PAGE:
That thou mayest give him rest from the days of adversity, until the pit be digged for the wicked.
Blessed [is] the man whom thou chastenest, O LORD, and teachest him out of thy law;
Then will I visit their transgression with the rod, and their iniquity with stripes.
And know ye this day: for [I speak] not with your children which have not known, and which have not seen the chastisement of the LORD your God, his greatness, his mighty hand, and his stretched out arm,
Related Topics and Bible Verses
of the Hebrew was pointed, sometimes two-edged, was worn in a
sheath, and suspended from the girdle (Ex. 32:27; 1 Sam. 31:4; 1
Chr. 21:27; Ps. 149:6: Prov. 5:4; Ezek. 16:40; 21:3-5).
It is a symbol of divine chastisement (Deut. 32:25; Ps. 7:12;
78:62), and of a slanderous tongue (Ps. 57:4; 64:3; Prov.
12:18). The word of God is likened also to a sword (Heb. 4:12;
Eph. 6:17; Rev. 1:16). Gideon's watchword was, "The sword of the
Lord" (Judg. 7:20).
The New Testament lays down the general principles of good
government, but contains no code of laws for the punishment of
offenders. Punishment proceeds on the principle that there is an
eternal distinction between right and wrong, and that this
distinction must be maintained for its own sake. It is not
primarily intended for the reformation of criminals, nor for the
purpose of deterring others from sin. These results may be
gained, but crime in itself demands punishment. (See MURDER
¯T0002621; THEFT ¯T0003632.)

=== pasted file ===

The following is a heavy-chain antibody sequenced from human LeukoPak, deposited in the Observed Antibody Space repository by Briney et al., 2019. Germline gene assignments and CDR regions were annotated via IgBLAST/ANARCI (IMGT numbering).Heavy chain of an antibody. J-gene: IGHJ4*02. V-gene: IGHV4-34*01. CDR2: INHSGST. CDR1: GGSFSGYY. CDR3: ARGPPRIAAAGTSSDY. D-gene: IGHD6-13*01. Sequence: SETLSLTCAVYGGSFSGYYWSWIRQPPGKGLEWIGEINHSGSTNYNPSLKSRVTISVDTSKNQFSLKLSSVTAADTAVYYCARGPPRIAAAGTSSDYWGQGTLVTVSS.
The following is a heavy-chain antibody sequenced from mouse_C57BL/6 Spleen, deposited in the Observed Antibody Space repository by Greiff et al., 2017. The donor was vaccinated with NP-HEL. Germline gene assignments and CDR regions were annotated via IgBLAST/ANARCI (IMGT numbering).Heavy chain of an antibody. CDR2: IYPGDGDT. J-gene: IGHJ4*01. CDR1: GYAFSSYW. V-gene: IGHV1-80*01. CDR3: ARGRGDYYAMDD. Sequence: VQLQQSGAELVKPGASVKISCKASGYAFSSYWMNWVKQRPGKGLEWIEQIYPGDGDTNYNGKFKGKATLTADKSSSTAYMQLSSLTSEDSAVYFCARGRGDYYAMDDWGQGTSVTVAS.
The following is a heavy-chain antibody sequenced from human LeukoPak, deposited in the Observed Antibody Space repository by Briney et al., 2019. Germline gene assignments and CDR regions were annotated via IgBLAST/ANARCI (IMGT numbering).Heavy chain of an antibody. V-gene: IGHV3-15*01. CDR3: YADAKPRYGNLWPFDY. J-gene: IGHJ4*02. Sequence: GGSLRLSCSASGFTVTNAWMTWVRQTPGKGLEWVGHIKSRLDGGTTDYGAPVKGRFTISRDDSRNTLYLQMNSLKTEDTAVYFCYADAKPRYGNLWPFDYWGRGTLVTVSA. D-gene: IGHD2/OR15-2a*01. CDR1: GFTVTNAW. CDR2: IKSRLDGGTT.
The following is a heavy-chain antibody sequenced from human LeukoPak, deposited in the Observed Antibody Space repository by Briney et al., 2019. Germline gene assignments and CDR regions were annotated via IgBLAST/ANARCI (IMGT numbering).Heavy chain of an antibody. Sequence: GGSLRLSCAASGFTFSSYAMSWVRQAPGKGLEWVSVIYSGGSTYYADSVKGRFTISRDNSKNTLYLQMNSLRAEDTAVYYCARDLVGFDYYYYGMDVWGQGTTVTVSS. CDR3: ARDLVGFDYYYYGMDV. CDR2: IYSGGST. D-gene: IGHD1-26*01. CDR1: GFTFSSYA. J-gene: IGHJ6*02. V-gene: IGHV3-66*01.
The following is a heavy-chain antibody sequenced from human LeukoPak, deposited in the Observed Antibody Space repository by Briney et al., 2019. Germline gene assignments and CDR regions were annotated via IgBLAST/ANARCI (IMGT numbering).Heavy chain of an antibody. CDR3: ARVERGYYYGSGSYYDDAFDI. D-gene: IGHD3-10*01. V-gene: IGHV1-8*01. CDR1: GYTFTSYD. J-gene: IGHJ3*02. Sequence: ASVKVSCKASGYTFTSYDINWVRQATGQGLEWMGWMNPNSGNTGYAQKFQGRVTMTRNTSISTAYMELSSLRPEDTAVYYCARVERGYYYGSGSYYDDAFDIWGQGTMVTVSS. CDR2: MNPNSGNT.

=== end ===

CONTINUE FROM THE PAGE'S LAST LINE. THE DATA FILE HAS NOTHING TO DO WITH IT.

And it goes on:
Endless, of the impenitent and unbelieving. The rejection of
this doctrine "cuts the ground from under the gospel...blots out
the attribute of retributive justice; transmutes sin into
misfortune instead of guilt; turns all suffering into
chastisement; converts the piacular work of Christ into moral
influence...The attempt to retain the evangelical theology in
connection with it is futile" (Shedd).
involves more than a mere moral reformation of character,
brought about by the power of the truth: it is the work of the
Holy Spirit bringing the whole nature more and more under the
influences of the new gracious principles implanted in the soul
in regeneration. In other words, sanctification is the carrying
on to perfection the work begun in regeneration, and it extends
to the whole man (Rom. 6:13; 2 Cor. 4:6; Col. 3:10; 1 John 4:7;
1 Cor. 6:19). It is the special office of the Holy Spirit in the
plan of redemption to carry on this work (1 Cor. 6:11; 2 Thess.
2:13). Faith is instrumental in securing sanctification,
inasmuch as it (1) secures union to Christ (Gal. 2:20), and (2)
brings the believer into living contact with the truth, whereby
he is led to yield obedience "to the commands, trembling at the
threatenings, and embracing the promises of God for this life
and that which is to come."
Perfect sanctification is not attainable in this life (1 Kings
8:46; Prov. 20:9; Eccl. 7:20; James 3:2; 1 John 1:8). See Paul's
account of himself in Rom. 7:14-25; Phil. 3:12-14; and 1 Tim.